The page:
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  Singing Oldies All Night Long on East Coast Expressways

As a coast-to-coast truck driver, I spent many long nights driving up and down the Eastern Seaboard, on Interstate 95 between North Carolina and New England. In the middle of the night, it is thrilling to sail a gleaming truck, zipping along freeways that are usually heavily congested. On the beltway around Washington D.C., through the tunnel under Baltimore harbor, across the Delaware Memorial Bridge, onto the New Jersey Turnpike, across the George Washington Bridge and the Cross Bronx Expressway and on to the service plazas of Connecticut and Massachusetts.

With my radio buttons set to all the best "golden oldie" radio stations of the east coast, I would pass the hours singing, at the top of my voice, songs from the '50s and '60s such as "Go into the chapel and we're gonna get married", "I'm the wanderer","Surfer girl", "Where did our love go?", and so on. The songs are sexist, emotional, and old-fashioned, and that is why I love them. They still carry the innocence of a bygone era, when the pace was easier, there was less confusion, less stress. They evoke timeless archetypes of love, joy, and sorrow, and provide a release for bottled-up emotions. There I was, shamelessly singing my heart out, hurtling down expressways, through sleeping cities, in the middle of the night, alone.

These songs give voice to a primal longing for love. In daily life, there are precious few ways to express love and sexual feelings toward the beautiful and intelligent women that are everywhere. The stability of human society depends on more-or-less monogamous behavior. But my feelings are not at all monogamous; they're all over the place. Singing the oldies gives me a way to express the urge to make love to the entire universe. Perhaps I am an emotional junkie that enjoys a large injection.

^top   Queen Salmon

A few years ago, a play called Queen Salmon was performed at a theatre in Arcata. It's a tale of a river valley and community in northern California that is torn by conflict between loggers and environmentalists. Taking inspiration from real life in the Mattole River valley, the play is performed by people who live there. Because similar situations and dilemmas have occurred in almost every rural town throughout the forests of the Pacific Northwest, the play was a hit throughout the region. There are characters who perform the parts of the salmon and tell their love stories. There is also the spirit of the salmon, the Queen Salmon, who tells the over-arcing spiritual and evolutionary story.

One of the songs in the play is a '50s "golden oldie"-type song, complete with "do-wop" harmonies, that tells of the love between the salmon, the ocean, the river, and the rain. One twist of the plot is that the son of a logger falls in love with a radical tree-hugger girl. She tries to persuade him to try sustainable logging methods. His dad says, "That's girl's logging!" A corporate raider is in the play, just like Maxxam/Pacific Lumber Company in real life. Among the many transformations is that the son of the logger tells his dad, "Your kind of logging sucks!"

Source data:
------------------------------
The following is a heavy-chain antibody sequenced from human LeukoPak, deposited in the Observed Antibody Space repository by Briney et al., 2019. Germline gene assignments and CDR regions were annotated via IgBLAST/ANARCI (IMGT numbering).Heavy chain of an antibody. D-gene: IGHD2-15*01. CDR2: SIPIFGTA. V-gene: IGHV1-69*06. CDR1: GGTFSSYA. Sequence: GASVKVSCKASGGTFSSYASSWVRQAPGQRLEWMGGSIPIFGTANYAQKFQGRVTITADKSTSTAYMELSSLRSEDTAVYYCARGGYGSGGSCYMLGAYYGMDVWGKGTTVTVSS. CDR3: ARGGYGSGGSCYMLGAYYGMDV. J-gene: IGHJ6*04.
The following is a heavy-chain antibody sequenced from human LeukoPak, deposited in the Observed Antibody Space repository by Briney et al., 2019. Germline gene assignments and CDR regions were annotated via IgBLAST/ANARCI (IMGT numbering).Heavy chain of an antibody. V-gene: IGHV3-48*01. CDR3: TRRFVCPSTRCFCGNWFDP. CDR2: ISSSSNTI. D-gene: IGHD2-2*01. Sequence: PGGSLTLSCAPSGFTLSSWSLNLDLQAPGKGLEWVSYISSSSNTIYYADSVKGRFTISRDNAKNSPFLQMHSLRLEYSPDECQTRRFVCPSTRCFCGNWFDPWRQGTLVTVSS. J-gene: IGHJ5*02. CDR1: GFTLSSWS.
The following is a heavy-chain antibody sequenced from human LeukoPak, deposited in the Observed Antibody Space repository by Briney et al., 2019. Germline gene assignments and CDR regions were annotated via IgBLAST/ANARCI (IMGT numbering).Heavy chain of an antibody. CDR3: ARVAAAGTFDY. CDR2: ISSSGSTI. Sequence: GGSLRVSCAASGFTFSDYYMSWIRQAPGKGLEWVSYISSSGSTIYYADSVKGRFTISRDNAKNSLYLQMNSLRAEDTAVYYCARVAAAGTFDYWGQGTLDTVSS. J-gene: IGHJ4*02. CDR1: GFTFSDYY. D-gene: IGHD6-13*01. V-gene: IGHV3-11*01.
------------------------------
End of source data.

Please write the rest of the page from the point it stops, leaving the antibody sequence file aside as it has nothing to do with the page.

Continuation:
The play touches timeless emotions: boy meets girl, love crossing boundaries of class. At the same time, it touches our own local pain, hopes, and aspirations. It's about us, the people who live here and the history we share. The play jumps right in to raging political controversies, such as the plight of communities facing social and economic upheaval, the stereotypes of loggers, government employees, and hippies, and the legacy of marijuana farming. Moral and ethical dimensions are portrayed including the generosity that we may extend to other species and future generations. Queen Salmon bears directly on a pressing regional controversy: the survival of the salmon runs. By bringing difficult economic and social issues into a serious yet humorous format, the play helps heal the painful divisions in our communities.

The salmon characters wear green colored tights that resemble fish skin. In the theater, green lights shine on them so that they appear to be underwater. Between episodes in which the salmon play out their sexual relationship dramas, the same characters portray the people involved in the logging/environmental struggle. As humans, they are involved in relationships parallel to the salmon relationships. This shows us, in an emotionally appealing way, our oneness with what is wild.

Have you noticed that it's not only humans that are so charged up with sexuality and emotion? All beings everywhere are longing for their beloved. Especially after the long dry summer, all the wild beings, from the grasses and the mice, to the trees and the mountain lions, all are waiting for the nourishing rains, "Please come soon, I miss you so much". And in the ocean and estuaries, the salmon are surging, waiting for the rivers to rise with the first rains so that they can go home, have sex, and pass on this wonder we call life. Perhaps the reason that all life on this earth has been created is just so we can experience the intense, sad, and passionate romance of life longing for itself.

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Andrew Patrick Bartson     707  483  5877
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